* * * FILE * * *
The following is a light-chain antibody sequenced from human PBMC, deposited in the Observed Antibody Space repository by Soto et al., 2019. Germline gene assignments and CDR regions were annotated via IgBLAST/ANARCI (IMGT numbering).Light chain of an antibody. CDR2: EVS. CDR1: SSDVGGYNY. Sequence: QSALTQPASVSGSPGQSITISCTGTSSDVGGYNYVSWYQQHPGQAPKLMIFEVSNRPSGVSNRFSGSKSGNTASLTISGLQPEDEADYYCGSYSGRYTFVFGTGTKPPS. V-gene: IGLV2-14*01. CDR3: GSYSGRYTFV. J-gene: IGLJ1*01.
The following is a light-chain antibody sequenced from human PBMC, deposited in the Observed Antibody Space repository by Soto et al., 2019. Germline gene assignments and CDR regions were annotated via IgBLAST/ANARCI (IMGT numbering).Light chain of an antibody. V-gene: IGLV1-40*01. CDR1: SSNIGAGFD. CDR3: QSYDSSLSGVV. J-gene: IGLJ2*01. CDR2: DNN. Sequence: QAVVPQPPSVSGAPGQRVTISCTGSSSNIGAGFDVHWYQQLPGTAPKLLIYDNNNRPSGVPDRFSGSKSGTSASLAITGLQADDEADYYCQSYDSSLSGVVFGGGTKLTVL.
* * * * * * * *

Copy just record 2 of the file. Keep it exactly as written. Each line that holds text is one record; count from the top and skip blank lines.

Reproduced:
The following is a light-chain antibody sequenced from human PBMC, deposited in the Observed Antibody Space repository by Soto et al., 2019. Germline gene assignments and CDR regions were annotated via IgBLAST/ANARCI (IMGT numbering).Light chain of an antibody. V-gene: IGLV1-40*01. CDR1: SSNIGAGFD. CDR3: QSYDSSLSGVV. J-gene: IGLJ2*01. CDR2: DNN. Sequence: QAVVPQPPSVSGAPGQRVTISCTGSSSNIGAGFDVHWYQQLPGTAPKLLIYDNNNRPSGVPDRFSGSKSGTSASLAITGLQADDEADYYCQSYDSSLSGVVFGGGTKLTVL.